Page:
[Payton] is more academic and all that. Hey look, whatever field it is, I don’t care what you do, just be happy. I don’t care. I don’t care how much you make, how much you don’t make. Just be happy.
Q: What would you want your sons to say about you?
A: That I was always there when they needed me. They can always count on me for being there.
Q: It seemed like people either loved your dad or hated him. Why was that?
A: I have no idea. If you’re going against my dad, you probably never liked him. If he was on your team, I would assume that you love him.
Q: A quote from Bill Parcells when he coached the Patriots:
“Buddy Ryan is a Neanderthal and he attracts Neanderthal players.”
I think he meant it as a compliment.
A: I think so.
Q: Do you agree with that?
A: Yeah, I would. Because you want to be physical for him. I think there’s no question about that. That’s what he’d ask of you. That he thinks that you win with physical play.
Q: A Gerry Philbin quote:
“I’ve never seen anyone better at bringing the animal out of you.”
That doesn’t surprise you, does it?
A: No, I think that’s great. What a great compliment that is to a coach, especially a football coach. This game’s a physical game, and for him to get that out of ’em, was great.
I think it’s interesting, without Gerry Philbin [a defensive tackle for the Jets during Buddy’s time with the team], my dad’s never coaching with the Jets. Gerry Philbin’s the one who recommended him to Weeb [Ewbank, head coach].
Q: A quote from your dad:
“Five minutes in a room with a player, that’s all I need to know if he can play for me. I can see it in their eyes.”
Are you that way?
A: I think I am a little bit, but … I’ve been wrong before. I’m not saying I have all the answers, but I sense if a guy really fits us.
Q: How would you say your coaching style differs from your dad’s?
A: I was fortunate to be under my dad. And there’s a ton of things that I learned from my dad what to do. There’s probably a few things I learned what not to do (chuckle).
But, I know for me, I have to be myself, and part of me is the environment that I was brought up in. And so obviously, a ton of what I do is gonna be what I saw through my dad.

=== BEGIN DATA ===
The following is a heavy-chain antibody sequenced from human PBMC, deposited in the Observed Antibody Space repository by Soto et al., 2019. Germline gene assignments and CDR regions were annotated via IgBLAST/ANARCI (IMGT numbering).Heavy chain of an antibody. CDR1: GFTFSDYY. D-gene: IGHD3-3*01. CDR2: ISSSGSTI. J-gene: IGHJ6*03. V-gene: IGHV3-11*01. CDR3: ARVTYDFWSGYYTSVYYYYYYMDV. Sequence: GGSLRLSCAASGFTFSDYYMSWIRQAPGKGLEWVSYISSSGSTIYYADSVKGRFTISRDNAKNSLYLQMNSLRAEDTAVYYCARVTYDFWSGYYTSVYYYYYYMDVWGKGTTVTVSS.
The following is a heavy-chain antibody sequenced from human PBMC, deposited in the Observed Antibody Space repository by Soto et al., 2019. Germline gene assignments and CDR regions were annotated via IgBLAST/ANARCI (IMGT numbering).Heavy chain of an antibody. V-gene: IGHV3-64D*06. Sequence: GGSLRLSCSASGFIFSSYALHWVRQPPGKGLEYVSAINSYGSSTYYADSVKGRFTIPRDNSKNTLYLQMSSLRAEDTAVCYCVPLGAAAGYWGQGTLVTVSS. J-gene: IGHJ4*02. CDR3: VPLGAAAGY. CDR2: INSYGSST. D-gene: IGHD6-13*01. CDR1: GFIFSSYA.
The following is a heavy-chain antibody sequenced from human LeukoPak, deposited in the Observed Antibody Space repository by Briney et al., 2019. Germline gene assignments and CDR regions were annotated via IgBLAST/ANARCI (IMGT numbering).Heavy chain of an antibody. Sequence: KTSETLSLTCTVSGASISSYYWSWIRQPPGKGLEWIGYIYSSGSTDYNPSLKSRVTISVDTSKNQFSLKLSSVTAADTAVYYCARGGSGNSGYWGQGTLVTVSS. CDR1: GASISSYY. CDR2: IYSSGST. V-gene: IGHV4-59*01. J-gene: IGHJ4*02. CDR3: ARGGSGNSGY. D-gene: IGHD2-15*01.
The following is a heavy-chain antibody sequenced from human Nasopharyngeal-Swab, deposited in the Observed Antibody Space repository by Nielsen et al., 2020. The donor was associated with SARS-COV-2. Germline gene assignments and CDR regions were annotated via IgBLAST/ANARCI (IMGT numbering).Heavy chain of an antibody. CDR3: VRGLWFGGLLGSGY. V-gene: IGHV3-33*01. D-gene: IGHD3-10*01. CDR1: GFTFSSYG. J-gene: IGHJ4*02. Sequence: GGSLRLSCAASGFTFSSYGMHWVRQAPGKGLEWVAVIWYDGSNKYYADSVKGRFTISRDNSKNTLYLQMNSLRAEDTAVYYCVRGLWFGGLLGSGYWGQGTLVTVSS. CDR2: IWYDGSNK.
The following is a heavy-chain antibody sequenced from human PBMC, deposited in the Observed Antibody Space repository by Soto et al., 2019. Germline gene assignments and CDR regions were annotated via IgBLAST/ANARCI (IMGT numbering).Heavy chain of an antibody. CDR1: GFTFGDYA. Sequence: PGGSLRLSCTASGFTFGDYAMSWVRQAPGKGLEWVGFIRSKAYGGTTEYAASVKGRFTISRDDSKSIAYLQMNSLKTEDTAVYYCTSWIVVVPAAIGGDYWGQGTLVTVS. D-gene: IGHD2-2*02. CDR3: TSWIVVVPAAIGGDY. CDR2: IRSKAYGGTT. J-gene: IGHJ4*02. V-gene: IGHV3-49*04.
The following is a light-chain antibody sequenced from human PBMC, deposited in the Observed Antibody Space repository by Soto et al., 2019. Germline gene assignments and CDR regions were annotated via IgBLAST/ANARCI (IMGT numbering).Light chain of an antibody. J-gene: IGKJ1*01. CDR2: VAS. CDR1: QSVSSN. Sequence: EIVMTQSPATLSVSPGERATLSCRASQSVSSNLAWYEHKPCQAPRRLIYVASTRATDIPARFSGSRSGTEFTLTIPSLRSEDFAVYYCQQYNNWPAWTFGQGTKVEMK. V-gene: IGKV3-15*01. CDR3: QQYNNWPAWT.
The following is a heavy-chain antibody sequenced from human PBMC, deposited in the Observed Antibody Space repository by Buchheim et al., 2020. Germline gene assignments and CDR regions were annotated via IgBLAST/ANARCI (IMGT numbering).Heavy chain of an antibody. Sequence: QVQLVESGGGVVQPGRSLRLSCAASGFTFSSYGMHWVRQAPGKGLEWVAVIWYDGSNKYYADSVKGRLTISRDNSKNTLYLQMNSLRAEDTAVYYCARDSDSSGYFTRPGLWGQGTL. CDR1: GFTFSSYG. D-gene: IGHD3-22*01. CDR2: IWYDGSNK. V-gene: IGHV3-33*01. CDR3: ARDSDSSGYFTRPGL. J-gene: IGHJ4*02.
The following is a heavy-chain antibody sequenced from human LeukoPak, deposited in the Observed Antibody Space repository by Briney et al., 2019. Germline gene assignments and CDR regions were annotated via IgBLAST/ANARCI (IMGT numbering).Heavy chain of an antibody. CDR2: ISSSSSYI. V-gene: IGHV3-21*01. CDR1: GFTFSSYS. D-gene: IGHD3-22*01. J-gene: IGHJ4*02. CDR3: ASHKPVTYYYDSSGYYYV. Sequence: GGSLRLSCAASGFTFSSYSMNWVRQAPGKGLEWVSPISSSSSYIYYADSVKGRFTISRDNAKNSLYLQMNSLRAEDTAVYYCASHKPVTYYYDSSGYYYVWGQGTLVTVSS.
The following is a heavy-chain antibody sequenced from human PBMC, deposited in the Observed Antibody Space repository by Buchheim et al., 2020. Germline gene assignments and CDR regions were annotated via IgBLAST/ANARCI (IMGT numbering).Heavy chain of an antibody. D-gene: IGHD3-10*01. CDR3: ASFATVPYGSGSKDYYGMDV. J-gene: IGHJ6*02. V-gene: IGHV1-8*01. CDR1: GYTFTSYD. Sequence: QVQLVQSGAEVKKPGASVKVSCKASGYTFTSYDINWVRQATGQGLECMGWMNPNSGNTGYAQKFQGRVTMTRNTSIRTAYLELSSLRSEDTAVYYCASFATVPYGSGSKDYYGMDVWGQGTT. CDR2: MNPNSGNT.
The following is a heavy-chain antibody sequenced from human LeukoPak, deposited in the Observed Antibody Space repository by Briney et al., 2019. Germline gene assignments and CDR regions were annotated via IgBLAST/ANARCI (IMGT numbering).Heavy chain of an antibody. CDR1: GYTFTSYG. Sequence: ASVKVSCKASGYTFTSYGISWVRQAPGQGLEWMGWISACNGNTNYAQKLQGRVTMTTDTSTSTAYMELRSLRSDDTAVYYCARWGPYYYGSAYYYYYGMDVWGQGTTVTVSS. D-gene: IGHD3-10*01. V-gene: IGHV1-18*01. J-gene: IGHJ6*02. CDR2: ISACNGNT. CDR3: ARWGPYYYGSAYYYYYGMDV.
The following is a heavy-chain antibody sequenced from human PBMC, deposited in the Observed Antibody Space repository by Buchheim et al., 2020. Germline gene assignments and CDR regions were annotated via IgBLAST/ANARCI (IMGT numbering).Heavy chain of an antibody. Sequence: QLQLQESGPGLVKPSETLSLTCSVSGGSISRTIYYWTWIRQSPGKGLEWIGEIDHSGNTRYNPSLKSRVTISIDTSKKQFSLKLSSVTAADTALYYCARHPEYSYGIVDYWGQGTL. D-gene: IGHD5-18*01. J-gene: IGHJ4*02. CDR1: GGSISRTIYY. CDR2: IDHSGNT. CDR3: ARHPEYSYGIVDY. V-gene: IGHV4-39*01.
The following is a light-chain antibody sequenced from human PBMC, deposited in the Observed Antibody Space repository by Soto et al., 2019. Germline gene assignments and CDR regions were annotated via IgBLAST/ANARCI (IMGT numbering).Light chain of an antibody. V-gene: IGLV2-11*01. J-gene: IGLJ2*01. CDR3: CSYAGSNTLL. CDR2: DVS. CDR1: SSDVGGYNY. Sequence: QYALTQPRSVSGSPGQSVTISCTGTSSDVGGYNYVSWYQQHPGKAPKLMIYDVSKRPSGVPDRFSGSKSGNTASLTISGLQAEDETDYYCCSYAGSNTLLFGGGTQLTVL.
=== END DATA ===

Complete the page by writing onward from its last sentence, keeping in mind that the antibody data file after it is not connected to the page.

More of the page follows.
Q: What was it like coaching in Arizona with him?
A: Oh, the greatest thing ever. There’s no way I’d be sitting here today if I didn’t get that opportunity. I learned so much football from my dad. And, without question, the greatest influence I ever had, and I’ve been around good coaches since that time, but nobody like him, not even close. The way he attacked protections, the way he studied the game — everything.
Q: How proud of he is of the ’85 Bears?
A: No question he’s proud of that team.
Q: Does he still talk about them a lot?
A: Yeah, he does. I was with that 2000 Raven team. Arguably, statistically, that was probably the best defense in the history of the National Football League — fewest points allowed, fewest rushing yards, all that type of stuff. And I know that wasn’t as good a defense as the ’85 Bears. Because the ’85 Bears, you were beat before you ever played the game. You were thinking about survival. Where in 2000, people thought they had a chance against us, and then they realized they had no chance.
Q: What should his legacy be?
A: Probably recognized as one of the greatest defensive coaches in the history of the game.
It might not say he’s one of the greatest head coaches because he never won the Super Bowl and all that, and I get it. But he was a great coach, period. But probably one of the greatest defensive coaches that’s ever coached. And just a guy that was … he was true to himself. You didn’t want to play against him. And I think that’s something that’s huge, man. And the thing is, I try to get guys — and John and I, Idzik and I talk about this all the time — I want the guy that you don’t want your kid playing against. That’s the guy I want.
Q: Are you more like him, or is Rob?
A: I don’t know. I think we’re who we are, but we’re individuals.
But I think we both take a huge part of our dad with us, there’s no question about that.
I love the fact that if there’s some comparisons and things like that, I think that’s great, ’cause I admire my dad more than anybody.
But again, I know I’m not near as tough as my dad. Had I grown up the same way he did, maybe I would be.
Q: The way he grew up was how?
A: You’re in Frederick, Okla., they had no money, they had nothing. He’s fighting in a war, and he’s a Master Sergeant in a war at 18! If I grew up that way, I promise ya I’d be different right now.
Q: How often do you speak with him now?
A: All the time. But the bad thing is he can’t hear. So it’s like, he’ll get on, and he’s so frustrated with you, he gets pissed off, and everything else (laugh). But he just doesn’t hear well, so that’s the worst part. His mind’s sharp still, but he just can’t hear.
Q: What does Father’s Day mean to you?
A: Obviously I’ll be calling my dad, and things like that. But I think Father’s Day’s almost every day anyway, you know what I mean? I know it’s a special day, and these days aren’t gonna — how many more you’re gonna have, I’m not sure. But … just … be thankful for the fact that you got another one.
-excerpted from the Steve Serby, New York Daily news interview.
Like Father, Like Son. Buddy Ryan was previously quoted in an as saying:
” [Rex] has been preparing all his life for this job,” Buddy Ryan said of Rex. “There’s no problem there. He did his A-B-C’s in coaching. Everything he could do. Everything wasn’t just handed to him, and he made the best of it. He’s done a great job and showed people what he can do. I love what he’s done with his team.”
As New York Jets Fans, we hope the Ryan family can once again help the team win a super bowl. It would certainly be a great story, add to the JETS history.